More vending machines with healthy offerings implemented around campus

November 15, 2019 — by Esther Luan and Kaasha Minocha

Due to new tutorial regulations that prevent students from buying food during this instructional time, two vending machines have been added on campus. These newly implemented vending machines sell a variety of “healthy” snacks and beverages. 

Last year, the cafeteria was open for all 35 minutes of tutorial. This year, with the new tutorial regulations, the cafeteria only has the last 10 minutes to feed students. 

“We can’t feed everybody in that amount of time,” cafeteria head Pam Carlino said.

With the addition of these machines, the administration hoped to increase availability and make it easier for students to buy food and still get to their classes on time, assistant principal Matt Torrens said.

Students have reacted positively.

“[The machines] mean I don’t necessarily have to walk all the way to the cafeteria,” sophomore Paula Nguyen said. “It  makes buying food a lot more efficient and allows me to spend more time on homework or talking with friends.”

A California State Law that regulates vending machines on high school campuses states that all products in these machines have certain limit for sugar, protein and fat content. 

But when the machines were first implemented on campus, sugary soda drinks were being sold, such as Pepsi and Diet Pepsi. After three days, the administration realized that the law was being broken and removed these items. 

Another issue that often arises with these machines is that they break down quite often. According to Torrens, however, many of these problems are caused by students themselves.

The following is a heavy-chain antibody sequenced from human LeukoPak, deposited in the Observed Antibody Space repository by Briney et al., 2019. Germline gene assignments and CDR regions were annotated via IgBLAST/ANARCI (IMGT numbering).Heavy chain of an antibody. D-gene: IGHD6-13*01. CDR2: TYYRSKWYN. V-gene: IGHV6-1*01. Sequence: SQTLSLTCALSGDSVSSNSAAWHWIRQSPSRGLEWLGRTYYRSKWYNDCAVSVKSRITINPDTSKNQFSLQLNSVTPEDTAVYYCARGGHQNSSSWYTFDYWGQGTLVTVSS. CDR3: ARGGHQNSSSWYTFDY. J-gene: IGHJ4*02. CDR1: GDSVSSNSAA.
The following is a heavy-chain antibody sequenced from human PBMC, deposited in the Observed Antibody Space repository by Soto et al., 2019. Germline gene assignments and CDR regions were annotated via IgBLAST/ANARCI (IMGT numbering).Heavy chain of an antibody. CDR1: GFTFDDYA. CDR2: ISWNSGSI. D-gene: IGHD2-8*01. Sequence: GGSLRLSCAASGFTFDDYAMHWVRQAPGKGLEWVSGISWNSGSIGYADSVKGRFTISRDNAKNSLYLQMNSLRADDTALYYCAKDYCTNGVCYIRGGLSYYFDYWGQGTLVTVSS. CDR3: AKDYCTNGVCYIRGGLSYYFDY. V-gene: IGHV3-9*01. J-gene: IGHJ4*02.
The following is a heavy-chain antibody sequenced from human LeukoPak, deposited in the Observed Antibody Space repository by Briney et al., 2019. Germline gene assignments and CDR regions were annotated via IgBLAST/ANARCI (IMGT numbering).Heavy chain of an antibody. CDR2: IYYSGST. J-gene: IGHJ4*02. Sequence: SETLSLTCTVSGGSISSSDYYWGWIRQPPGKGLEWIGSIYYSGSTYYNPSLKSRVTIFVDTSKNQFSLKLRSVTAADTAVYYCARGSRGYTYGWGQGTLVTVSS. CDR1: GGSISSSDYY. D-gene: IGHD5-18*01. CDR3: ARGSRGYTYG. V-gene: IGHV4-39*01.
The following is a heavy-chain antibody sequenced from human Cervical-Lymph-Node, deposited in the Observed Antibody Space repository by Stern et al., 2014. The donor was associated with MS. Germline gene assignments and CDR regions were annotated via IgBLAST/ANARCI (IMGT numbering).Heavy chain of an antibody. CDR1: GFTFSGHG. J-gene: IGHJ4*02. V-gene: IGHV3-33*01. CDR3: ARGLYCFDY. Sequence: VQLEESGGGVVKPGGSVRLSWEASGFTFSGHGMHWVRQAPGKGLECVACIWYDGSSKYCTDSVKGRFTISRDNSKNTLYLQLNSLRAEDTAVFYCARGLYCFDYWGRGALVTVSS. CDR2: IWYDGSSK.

“With the new tutorial, the vending machines get a lot more use, and I’d say around half of the issues with them breaking down are caused by students not doing what they’re supposed to do,” Torrens said. “It could be a card put in backwards, or a student who jams in too many coins at once.”

He said approximately half of the breakdowns are caused by processing issues in the machines because of the way students input their money, he said. 

“We have someone come out every day to look at them, so if a machine is broken, it’ll be fixed the next day,” he said.

Regarding the pricing, however, the administration has no say, Torrens said; it is decided solely by the vendor. And while 85 percent of the revenue goes directly to the vendor, the remaining 15 percent goes to the school cafeteria to compensate for the potential loss in sales due to the time constraint restricting the number of students they can serve during tutorial.

Surprisingly, the implementation of these vending machines haven’t hurt the cafeteria’s bottom line. In fact, cafeteria sales have gone up, even  as some have complained about the cafeteria raising recently its prices. Carlino said lunch sales have helped make up for the reduction in sales during tutorial. 

Since the cafeteria feeds about 600 students a day, which is about half of the school, Carlino said, the consistent number of students who buy lunch at the increased prices coupled with the 15 percent of revenue obtained from the machines, conpensates for the loss of sales during tutorial that the administration and cafeteria were initially concerned about.

The price distribution between products from the cafeteria and vending machines vary. Some products from the machines are cheaper than the cafeteria and others are more expensive. Though some might regard the vending machine’s prices as expensive — for instance, they sell some drinks for $2.00 — students still buy certain popular items. 

“I use [the machines] a lot more compared to last year, since there are more vending machines around campus now,” sophomore Cindy Jin said. “I can avoid staying in line for that one vending machine in the cafeteria which many students go to.”

The machines have been active for several weeks now and have proven to be a viable option for students. 

“The nice thing about vending machines is that you can get food when the cafeteria is closed,” Carlino said. “That means you can buy food through tutorial and even before and after school. It gives students more food options, which is always a benefit.”

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